The next step 102 consists in emphasizing the structures to be displayed by means of a filtering operation, thus forming a second data set F(x,y,z) from the first set I(x,y,z). The filtering operation must be aimed at the structures to be reproduced. For example, when a vascular system (possibly filled with a contrast medium) in the body of the patient or electrodes implanted in the skull of the patient are to be imaged, the filtering method is arranged to emphasize line-shaped structures. Such filtering methods are known, for example from CVRMed and MRCAS, Lecture Notes in Computer Science 1205 (Springer Verlag, Berlin, 1997), pp. 233-242.
The voxel image value F(x,y,z) assigned to a voxel x, y, z by the filtering method constitutes a measure of the probability that the relevant voxel belongs to the structure of interest. Hereinafter it will be assumed that a high voxel image value corresponds to a high probability of belonging to the structure of interest.
The next step 103 defines the parameters of a projection whereby the three-dimensional examination zone defined by the first or the second data set is to be converted into a two-dimensional image. The simplest case may involve a parallel projection with a projection direction preferably extending parallel to one of the co-ordinate directions x, y and z. However, central projection is also possible and also a projection with curved projection lines.
Moreover, during the step 103 the voxels are determined which, for the selected projection geometry, are projected onto the same pixel in the two-dimensional image (denoted by a dashed line). For the purpose of illustration the block 103 shows a projection line p with some voxels situated thereon; this line terminates in a pixel of the two-dimensional image which is also situated on the projection line. At least one of these voxels, for example v1, is then selected in dependence of its voxel image value F(x,y,z) in the second data set.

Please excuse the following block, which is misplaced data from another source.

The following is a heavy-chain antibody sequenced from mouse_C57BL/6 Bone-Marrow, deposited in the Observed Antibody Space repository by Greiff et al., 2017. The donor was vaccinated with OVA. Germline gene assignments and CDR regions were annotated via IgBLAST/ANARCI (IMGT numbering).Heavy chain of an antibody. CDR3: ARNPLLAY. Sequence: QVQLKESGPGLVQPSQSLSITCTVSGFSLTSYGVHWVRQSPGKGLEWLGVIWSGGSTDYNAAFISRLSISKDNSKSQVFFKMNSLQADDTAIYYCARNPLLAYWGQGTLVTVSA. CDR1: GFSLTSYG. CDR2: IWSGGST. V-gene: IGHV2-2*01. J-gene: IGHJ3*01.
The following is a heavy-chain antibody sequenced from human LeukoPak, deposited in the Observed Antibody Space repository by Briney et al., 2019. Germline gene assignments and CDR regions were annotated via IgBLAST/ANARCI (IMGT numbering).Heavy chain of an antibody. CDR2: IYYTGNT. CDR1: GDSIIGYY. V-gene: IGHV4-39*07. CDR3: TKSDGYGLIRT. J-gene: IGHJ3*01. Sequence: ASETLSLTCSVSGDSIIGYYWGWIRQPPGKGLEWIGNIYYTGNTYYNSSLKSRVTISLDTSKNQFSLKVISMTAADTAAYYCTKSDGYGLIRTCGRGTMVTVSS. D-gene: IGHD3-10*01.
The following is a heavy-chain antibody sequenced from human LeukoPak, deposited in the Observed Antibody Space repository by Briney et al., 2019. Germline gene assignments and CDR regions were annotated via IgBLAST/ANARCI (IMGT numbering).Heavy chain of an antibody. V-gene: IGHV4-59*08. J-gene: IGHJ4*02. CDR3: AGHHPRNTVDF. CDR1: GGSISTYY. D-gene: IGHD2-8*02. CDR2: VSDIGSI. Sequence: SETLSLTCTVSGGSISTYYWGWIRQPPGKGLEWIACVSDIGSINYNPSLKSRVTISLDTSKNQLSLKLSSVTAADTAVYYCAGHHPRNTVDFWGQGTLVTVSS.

The selection is illustrated in FIG. 3a in which the variation of the voxel image values F(p) of the second data set F(x,y,z) is shown for the voxels situated on the same projection line p and projected onto the same pixel as two different curves F1, F2 (for two different projection lines). One of the possibilities for selection consists in selecting the voxel having the highest voxel image value, i.e. the highest probability of belonging to the structure of interest; in relation to the second data set F(x,y,z), this corresponds to a MIP. Another possibility consists in selecting that voxel, which has as the first one on the projection line p a voxel image value F(p) above a threshold value Fs; in relation to the second data set, this corresponds to a CVP. However, other selections are also feasible.
Using the selected voxels a two-dimensional image B1 is formed in the step 104. The image value for the pixels of the image B1 is then derived from the previously selected voxels. However, instead of the voxel image value F(p) which is associated with this voxel in the second data set F and which was used to select this voxel, use is made of the voxel image value I(p) which is stored in the first data set for this voxel, so that it is faithfully reproduced in the image B1. This voxel image value may also be smaller than the image values of the other voxels situated on the same projection line.
The foregoing is also shown in FIG. 3b which represents the spatial variation of the voxel image values I(p) along the projection line p with which the curve F1 is associated in FIG. 3a. The voxel image value I(p) is used which is situated in the same position on the projection line p as the maximum in the second data set or the first value exceeding the threshold value Fs (FIG. 3a).
The method according to the invention ensures that disturbing structures in the examination zone, normally being superposed on the structures of interest by projection, are eliminated because low image values are associated therewith in the second data set F. Despite the filtering of the original data set required for this purpose, the structures to be reproduced appear in the image B1 with their original contrast ratios, because the original (non-filtered or first) data set I is used for the selected voxels instead of the filtered data set F.